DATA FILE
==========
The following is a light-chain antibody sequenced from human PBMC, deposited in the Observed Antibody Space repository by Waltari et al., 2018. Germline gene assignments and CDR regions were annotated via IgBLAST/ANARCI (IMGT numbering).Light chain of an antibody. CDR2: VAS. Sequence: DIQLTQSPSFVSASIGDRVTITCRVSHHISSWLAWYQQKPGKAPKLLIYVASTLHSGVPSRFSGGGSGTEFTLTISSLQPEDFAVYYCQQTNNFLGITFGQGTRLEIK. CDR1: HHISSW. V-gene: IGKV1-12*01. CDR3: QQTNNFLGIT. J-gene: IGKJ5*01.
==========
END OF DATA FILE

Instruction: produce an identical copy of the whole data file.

The following is a light-chain antibody sequenced from human PBMC, deposited in the Observed Antibody Space repository by Waltari et al., 2018. Germline gene assignments and CDR regions were annotated via IgBLAST/ANARCI (IMGT numbering).Light chain of an antibody. CDR2: VAS. Sequence: DIQLTQSPSFVSASIGDRVTITCRVSHHISSWLAWYQQKPGKAPKLLIYVASTLHSGVPSRFSGGGSGTEFTLTISSLQPEDFAVYYCQQTNNFLGITFGQGTRLEIK. CDR1: HHISSW. V-gene: IGKV1-12*01. CDR3: QQTNNFLGIT. J-gene: IGKJ5*01.